Ambulances are covered if it’s appropriate. Kid or senior with broken leg is appropriate. Can’t be bothered to drive is not — they’ll still take you, but you get a bill. The drivers have discretion.

        Hearing tests and hearing aids aren’t covered. Not sure if test is covered post-surgery.

        Chiropractors, physiotherapist, and most “therapy” is not covered.

        Infant and pre-school autism treatment is covered on paper, but they save money by denying the value of early intense treatment. Then the school is responsible, and they do the same denial.

        Infant and pre-school speech therapy is covered. We got 25 hours or so free for our son. Again, once they reach school-age the school takes over, or not, depending on funding.

        All vaccines required for school are covered. Flu shots are covered (and this year they didn’t require your health card — they wanted to stop transmission). Vaccines for travel aren’t.

        I think medical costs incurred elsewhere are covered to the limit they would be in Ontario, but I usually buy travel insurance. We’re told (by the travel insurance people) that the same service in the States is much more expensive.

        There is an independent medical group that defines “basic medical care”.

        We’re not covered for everything, and they try to save money by increasing wait times (probably like they do in the States), but they answer to the tax payers.

        Most employers have group insurance for dental, prescriptions, eyes, and therapy. It’s not perfect, and usually reaches the limit just as things get expensive, but it’s a start.

  3. knit_tgz

    Here in Portugal too. Everybody has public health services that cover the basics (no dentist, alas, and of course if 2 options have the same risks they go for the cheaper, so if I have a benign mole to remove they will go scalpel, not laser) and some employers offer group insurance. Public health is not completely free, but it’s mostly affordable, and they have a special card for really poor people, the elderly, pregnant women and blood/organ donors (the latter is just to help increase the number of donors) so that we pay even less. Not all medication prescribed from public health is subsidized (most the medication for my skin condition isn’t subsidized, but then again, it’s not a endangering condition), but all serious diseases medication is subsidized (Thank God, also. I have been going through depression, and I could never pay the full amount of my meds cost, but as it was prescribed by a public doctor I pay less than 1/3). No diabetic, people with allergies or cancer patient needs to go untreated here.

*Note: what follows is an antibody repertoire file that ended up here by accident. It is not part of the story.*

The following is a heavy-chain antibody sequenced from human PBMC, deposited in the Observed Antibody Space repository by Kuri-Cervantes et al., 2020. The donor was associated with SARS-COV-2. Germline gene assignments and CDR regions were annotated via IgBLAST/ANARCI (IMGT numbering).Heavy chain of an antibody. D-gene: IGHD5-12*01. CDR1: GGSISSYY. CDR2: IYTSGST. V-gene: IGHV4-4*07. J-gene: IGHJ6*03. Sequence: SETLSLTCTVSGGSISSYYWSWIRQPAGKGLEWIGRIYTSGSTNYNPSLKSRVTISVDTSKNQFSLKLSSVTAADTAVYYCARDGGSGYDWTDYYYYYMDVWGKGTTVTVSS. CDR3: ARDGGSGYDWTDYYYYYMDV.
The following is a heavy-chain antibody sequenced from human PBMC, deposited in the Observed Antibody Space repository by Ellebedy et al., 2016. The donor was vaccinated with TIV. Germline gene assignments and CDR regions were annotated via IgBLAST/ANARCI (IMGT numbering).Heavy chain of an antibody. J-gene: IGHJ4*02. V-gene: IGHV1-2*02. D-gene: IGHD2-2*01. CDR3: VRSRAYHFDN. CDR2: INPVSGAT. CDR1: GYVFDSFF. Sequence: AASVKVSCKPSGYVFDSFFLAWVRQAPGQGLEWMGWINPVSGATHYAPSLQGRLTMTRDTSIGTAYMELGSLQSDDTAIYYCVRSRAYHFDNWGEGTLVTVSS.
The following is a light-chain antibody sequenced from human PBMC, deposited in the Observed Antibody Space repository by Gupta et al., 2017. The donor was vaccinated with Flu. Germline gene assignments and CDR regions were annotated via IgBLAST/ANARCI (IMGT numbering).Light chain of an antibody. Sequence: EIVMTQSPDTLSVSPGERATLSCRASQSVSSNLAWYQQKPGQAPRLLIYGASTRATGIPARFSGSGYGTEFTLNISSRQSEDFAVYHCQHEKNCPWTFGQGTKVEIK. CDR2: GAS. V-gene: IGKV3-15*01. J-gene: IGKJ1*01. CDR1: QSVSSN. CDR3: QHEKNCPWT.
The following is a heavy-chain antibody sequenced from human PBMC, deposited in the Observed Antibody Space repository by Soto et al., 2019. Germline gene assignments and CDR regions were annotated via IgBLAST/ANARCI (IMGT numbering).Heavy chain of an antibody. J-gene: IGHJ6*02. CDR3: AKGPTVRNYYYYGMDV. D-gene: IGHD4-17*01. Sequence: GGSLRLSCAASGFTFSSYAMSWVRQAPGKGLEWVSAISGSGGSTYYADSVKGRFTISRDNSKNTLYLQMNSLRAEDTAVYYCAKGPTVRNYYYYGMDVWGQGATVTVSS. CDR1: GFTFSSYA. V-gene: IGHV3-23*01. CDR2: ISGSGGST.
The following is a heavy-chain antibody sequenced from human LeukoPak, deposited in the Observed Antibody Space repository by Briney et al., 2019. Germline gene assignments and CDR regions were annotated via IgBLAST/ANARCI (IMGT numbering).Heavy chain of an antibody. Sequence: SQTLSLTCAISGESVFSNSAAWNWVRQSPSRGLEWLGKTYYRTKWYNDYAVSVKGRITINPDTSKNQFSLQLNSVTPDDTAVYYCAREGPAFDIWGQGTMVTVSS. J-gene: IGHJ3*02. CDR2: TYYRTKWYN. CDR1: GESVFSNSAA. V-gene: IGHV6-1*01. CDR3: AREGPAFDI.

Private health is thriving because public health has longer wait times (except for urgent cases who, thank God, are now mostly cared for almost immediately) and because public health care is no-frills (you don’t get to be interned in a nice room with a bed for visits, etc). But private health does not cover the really expensive treatments unless you have a really expensive insurance. So, everybody except the really rich people go to public health for really serious conditions. Middle class people usually can afford to go to private clinics (nicer, and faster) for non-urgent treatment or elective care (cosmetic surgeries, for instance, while breast reductions and reconstruction surgeries are covered in public health). Rich people can afford the really nice clinics even for expensive operations, of course, so that the rooms are almost as nice as hotel rooms, a bed for visits is included, and a nicer atmosphere. But public hospitals have good doctors too (though there are some bad ones, as everywhere else), even though they’re less comfortable.